Our greatest threat of breach is probably when the data leaves our secure environment, and travels across cyberspace to an employee, stakeholder, collaborator, or the client themselves. Since email became open to attack, businesses and individuals have turned to sharing platforms like Dropbox, Google Drive, Skydrive, and so on. While these do allow an additional layer of password protection, none of these has proved foolproof. The GDPR may still fine us heavily, whether or not we are to blame for the actual breach.

How Hacking is Approaching Being a Science
We may make a mistake we may regret, if we do not take hacking seriously. The 10 worst data hacks Identity Force lists are proof positive that spending lots of money does not guarantee security (any more than having the biggest stock of nuclear weapons). We have to be smart, and start thinking the way that hackers do.

Hacker heaven is finding an Experian or a Dun & Bradstreet that may have shielded 143 million, and 33 million consumer records respectively, behind a single, flimsy cyber-security door. Ignorance is no excuse for them. They should simply have known better. They should have rendered consumer data unreadable at individual record level. The hackers could have found this too demanding to unpick, and have looked elsewhere.

How Data Encryption Can Help Prevent Hackers Succeeding
Encrypting data is dashboard driven, and businesses need not concern themselves about it works. There are, however, a few basic decisions they must take:

a) Purge the database of all information held without explicit permission

b) Challenge the need for the remaining data and purge the nice-to-haves

c) Adopt a policy of encrypting access at business and customer interfaces

d) Register with three freemium encryption services that seem acceptable

e) After experimenting, sign up for a premium service and be prepared to pay

Factors to Consider When Reaching a Decision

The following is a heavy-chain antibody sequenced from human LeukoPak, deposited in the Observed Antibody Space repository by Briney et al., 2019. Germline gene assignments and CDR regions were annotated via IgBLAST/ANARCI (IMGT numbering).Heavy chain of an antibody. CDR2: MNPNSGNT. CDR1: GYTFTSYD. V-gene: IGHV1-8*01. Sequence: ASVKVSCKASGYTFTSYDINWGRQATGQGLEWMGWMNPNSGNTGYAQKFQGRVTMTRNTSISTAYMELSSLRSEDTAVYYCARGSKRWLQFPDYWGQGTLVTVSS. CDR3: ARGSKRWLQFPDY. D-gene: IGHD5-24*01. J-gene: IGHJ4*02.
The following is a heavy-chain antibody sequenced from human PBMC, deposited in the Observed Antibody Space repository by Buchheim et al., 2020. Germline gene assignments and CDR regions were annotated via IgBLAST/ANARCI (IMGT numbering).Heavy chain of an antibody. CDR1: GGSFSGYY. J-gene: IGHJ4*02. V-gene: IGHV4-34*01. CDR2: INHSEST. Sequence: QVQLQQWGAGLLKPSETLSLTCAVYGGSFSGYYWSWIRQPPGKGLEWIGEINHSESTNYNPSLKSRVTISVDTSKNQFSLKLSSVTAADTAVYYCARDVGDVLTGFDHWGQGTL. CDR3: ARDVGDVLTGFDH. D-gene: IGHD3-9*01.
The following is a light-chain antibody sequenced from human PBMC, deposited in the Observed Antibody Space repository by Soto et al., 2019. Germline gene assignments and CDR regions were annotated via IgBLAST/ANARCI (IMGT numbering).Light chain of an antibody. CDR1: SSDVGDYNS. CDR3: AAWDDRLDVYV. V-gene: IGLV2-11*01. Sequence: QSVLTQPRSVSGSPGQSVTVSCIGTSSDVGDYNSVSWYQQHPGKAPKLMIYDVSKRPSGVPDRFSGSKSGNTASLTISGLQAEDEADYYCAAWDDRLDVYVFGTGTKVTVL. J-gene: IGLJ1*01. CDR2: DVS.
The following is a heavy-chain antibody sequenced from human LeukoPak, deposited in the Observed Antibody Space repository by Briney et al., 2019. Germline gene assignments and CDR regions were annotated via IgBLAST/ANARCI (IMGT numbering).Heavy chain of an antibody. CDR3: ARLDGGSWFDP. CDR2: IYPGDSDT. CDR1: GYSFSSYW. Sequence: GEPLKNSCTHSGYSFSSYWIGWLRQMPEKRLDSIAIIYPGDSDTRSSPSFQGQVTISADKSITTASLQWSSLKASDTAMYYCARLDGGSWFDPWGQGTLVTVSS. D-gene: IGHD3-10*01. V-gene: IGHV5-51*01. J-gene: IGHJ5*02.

Life Hacker?suggests the following criteria although the list is a one-size-fits-all

a) Is the system fast, simple, and easy to operate

b) Can you encrypt hidden volumes within volumes

c) Can you mass-encrypt a batch of files easily

d) Do all other files remain encrypted when you open one

e) Do files automatically re-encrypt when you close them

f) How confident are you with the vendor, on a scale of 1 to 10

It may be wise to encrypt all the files on your system, and not just your customer data. We are always open to a hack by the competition after our strategic planning. If we leave the decision up to IT, then IT, being human may take the easy way out, and encrypt as little as possible.

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Key Steps to Complying with ESOS

Energy Savings Opportunity Scheme has already been launched. In fact, it is by now in its initial phase. However, many businesses are still not aware of the new scheme, especially those who are covered by the qualifications for ESOS. To help them understand what they need to do in compliance to the energy efficiency strategy, here are key steps they can follow along the way.

Measure Overall Energy Consumption

The first step to complying with ESOS is to make an initial estimate of the business? energy consumption. This includes measuring the use of electricity, renewable energy, combustible fuels and all other forms of energy consumed whether in buildings, transports and industrial processes.

Three important factors to consider are the measurement units used, the reference period and quality of data. Energy units, such as MWh and GJ, or energy expenditure costs should be applied. Business enterprises should also do the initial measurement within a reference period of 12 months. Moreover, data collected should be verifiable at hand.

Identify Areas of Significant Energy Consumption

When the total energy consumption for all the activities and assets has already been estimated, it’s then time to identify what areas in the organisation comprise the significant portion of the overall energy usage. The areas recognised should cover at least 90% of the overall consumption. Meaning to say, ESOS participants have the chance to omit 10% of the energy consumption and instead focus on the 90%. This would ensure that subsequent energy audits will be cost-effective and proportionate.